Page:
Disappointing; they feel rushed as a job lot. They seemed exciting when they first came out, as the first three are translations of commentaries by Ch'ing, Ming, and Sung dynasty scholars respectively. Reading them, however, these translations are curiously opaque. This appears to be Cleary's fault, as evidenced by partial translations of Ch'eng I (The Tao of Organisation) that have appeared in the book 'Sung Dynasty Uses of the I Ching' and Richard Lynn's , which are far clearer. A great pity, especially as the Taoist work is an alchemical text and the Buddhist work is by a follower of the Pure Land school, both highly significant outlooks. Thomas Cleary has also produced a translation of the I Ching on its own in the Shambhala Pocket Classics series. This is marginally better, but still contains misreadings. Cleary, though eminently qualified, doesn't seem to give enough time to his work; they come off a conveyor belt. He has over thirty translations of Oriental texts to his name, the majority of them produced over the past decade – a period of time Richard Wilhelm devoted to just one.

Tao Te Ching Essay Topics To Write About | Topics, …

His first major work, , presents a study of Lao Tzu and his work, the , as well as an overview of subsequent Taoist history. The reasons as to why Welch’s interesting but now somewhat dated study of Taoism was chosen as one of the main sources for this essay are threefold.

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The two main texts in Daoism are the Tao-te Ching and the Chuang-tzu


Tao Te Ching | SuperiorEssayWriters

The two phenomena selected here are Dudeism and Taoism, or more specifically, Dudeism and the . Since the purpose of this essay is to determine the relationship between Dudeism and Taoism – essentially, to determine Dudeism’s roots – the comparative method was chosen to structure the analysis of the material. Rather than engage in reductionism, however, this study will focus on ascertaining Dudeism’s place in history as a religion that appears both old and new, through its relationship to Taoism.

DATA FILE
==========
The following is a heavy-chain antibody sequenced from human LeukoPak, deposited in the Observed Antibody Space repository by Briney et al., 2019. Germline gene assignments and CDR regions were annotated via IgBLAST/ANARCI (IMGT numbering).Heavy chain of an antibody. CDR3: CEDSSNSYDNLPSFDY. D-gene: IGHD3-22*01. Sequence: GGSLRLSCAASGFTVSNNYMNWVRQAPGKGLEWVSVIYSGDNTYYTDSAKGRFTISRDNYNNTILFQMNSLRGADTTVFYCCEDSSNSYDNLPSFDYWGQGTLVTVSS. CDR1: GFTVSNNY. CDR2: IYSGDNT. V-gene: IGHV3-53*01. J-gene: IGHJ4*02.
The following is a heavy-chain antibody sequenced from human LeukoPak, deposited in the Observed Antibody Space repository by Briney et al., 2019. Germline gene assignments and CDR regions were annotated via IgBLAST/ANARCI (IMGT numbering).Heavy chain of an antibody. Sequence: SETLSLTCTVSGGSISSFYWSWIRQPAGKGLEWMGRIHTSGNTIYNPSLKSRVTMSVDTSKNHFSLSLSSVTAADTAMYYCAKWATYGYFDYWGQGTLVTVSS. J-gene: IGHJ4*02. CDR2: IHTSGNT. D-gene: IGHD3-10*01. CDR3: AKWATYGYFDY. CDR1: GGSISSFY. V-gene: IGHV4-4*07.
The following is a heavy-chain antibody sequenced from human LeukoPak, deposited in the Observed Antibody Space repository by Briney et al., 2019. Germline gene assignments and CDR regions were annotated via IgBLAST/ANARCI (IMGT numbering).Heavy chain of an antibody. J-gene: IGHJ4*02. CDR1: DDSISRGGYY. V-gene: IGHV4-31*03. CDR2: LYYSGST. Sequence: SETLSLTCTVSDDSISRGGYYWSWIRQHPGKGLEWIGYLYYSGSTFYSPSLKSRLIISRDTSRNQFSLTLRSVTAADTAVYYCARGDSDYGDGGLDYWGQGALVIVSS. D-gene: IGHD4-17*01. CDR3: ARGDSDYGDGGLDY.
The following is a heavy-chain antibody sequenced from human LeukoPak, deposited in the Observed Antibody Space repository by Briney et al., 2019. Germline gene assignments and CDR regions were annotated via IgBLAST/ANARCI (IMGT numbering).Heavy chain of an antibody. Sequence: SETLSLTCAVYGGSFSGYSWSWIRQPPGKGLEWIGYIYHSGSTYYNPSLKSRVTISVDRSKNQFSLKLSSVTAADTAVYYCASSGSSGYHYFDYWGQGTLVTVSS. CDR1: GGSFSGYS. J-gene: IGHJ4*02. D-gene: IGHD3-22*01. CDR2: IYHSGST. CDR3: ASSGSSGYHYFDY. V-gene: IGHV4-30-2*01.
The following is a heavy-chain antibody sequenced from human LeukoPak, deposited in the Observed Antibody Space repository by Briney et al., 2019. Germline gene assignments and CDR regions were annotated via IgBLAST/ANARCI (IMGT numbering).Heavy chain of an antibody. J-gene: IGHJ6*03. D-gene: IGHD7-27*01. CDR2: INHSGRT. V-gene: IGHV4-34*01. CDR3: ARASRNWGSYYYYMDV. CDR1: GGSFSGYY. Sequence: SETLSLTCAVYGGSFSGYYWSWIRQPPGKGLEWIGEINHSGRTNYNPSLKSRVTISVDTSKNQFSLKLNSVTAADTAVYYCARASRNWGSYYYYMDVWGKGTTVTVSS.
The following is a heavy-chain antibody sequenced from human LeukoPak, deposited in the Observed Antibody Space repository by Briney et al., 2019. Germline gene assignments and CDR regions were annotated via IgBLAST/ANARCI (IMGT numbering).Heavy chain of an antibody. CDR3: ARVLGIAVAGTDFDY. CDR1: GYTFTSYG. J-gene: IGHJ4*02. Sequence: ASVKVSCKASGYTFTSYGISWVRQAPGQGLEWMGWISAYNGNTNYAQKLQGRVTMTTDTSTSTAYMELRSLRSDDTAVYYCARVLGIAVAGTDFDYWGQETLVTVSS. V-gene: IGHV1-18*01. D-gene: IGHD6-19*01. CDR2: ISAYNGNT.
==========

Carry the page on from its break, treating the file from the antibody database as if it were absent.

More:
Thoughts From The Tao Te Ching Essays 1 - 30 Anti …

In the field of Taoism, there is one book that this study has relied on to an outstanding degree: , by Holmes Welch. As such, the motivation for choosing this bookshould be extrapolated. As for the other sources, Fabrizio Pregadio’s and Julia Ching’s works on Taoism have mainly been used to narrow down the field of study to the , while Arthur Waley translation has, of course, been used to read it and better understand its meaning.

TAO TE CHING: A Literary Analysis Essay

Secondly, it is possible that Dudeism represents a Western reinterpretation of Taoist concepts, something which this essay will attempt to ascertain. If so, it might represent an interesting new direction for Taoist studies or entirely new field altogether.

English: Tao Te Ching Essay - 726 Words | Majortests

Taoism may not be a familiar religion even among students and experts of the religious sciences and although it is central to this study, it is not its main focus. As such, this essay may not give the reader a complete or in-depth view of Taoism, focusing instead on such aspects of Taoism as has been found pertinent to the essay’s purpose. These will be explained throughout the text when relevant, often in comparison to Dudeism, since elucidating the connection between the two religions is the purpose of this inquiry.

tao te ching essay – A Poet's Life

This essay explores the relationship between Dudeism and Taoism through comparison, focusing on the teachings of in relation to Dudeist thought and practice. It seeks to establish Dudeism’s religious history as a religion firmly rooted in both a modern motion picture and ancient Eastern thought. The essay concludes that Dudeism has adapted the teachings of the for a modern, Western audience through the language and imagery of , adding its own twists to ancient concepts.

Posts about tao te ching essay written by reubenftourettes

Bothvirtue and morality are the same word in Chinese, de . Such a Chinese concept ofmorality is based on human nature. According to the Taoist theory, de the obtainment of Tao, and Tao is nature itself that follows the natural way. Weare born with the ability of empathy, an ability to understand the emotions andfeelings of others and take on the perspective of others. Modern technologysuch as functional magnetic resonance imaging allows us to observe the brainwhen it is fully functional. We can see the same pattern of mental activityfrom both the brain of the patient who is having a surgical operation and thebrain of the patient's wife who is watching beside. The sympathizer feels thepain of the sufferer.